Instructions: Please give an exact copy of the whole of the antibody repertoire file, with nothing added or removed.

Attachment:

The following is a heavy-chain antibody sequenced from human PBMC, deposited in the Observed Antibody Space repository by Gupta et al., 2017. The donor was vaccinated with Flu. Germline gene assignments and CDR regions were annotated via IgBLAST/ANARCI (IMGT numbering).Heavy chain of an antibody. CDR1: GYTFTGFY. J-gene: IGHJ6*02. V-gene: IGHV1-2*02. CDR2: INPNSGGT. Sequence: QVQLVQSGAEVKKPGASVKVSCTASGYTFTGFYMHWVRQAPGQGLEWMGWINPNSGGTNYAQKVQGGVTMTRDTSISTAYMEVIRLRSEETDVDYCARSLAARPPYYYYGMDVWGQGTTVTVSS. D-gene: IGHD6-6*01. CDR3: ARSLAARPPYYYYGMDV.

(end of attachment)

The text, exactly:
The following is a heavy-chain antibody sequenced from human PBMC, deposited in the Observed Antibody Space repository by Gupta et al., 2017. The donor was vaccinated with Flu. Germline gene assignments and CDR regions were annotated via IgBLAST/ANARCI (IMGT numbering).Heavy chain of an antibody. CDR1: GYTFTGFY. J-gene: IGHJ6*02. V-gene: IGHV1-2*02. CDR2: INPNSGGT. Sequence: QVQLVQSGAEVKKPGASVKVSCTASGYTFTGFYMHWVRQAPGQGLEWMGWINPNSGGTNYAQKVQGGVTMTRDTSISTAYMEVIRLRSEETDVDYCARSLAARPPYYYYGMDVWGQGTTVTVSS. D-gene: IGHD6-6*01. CDR3: ARSLAARPPYYYYGMDV.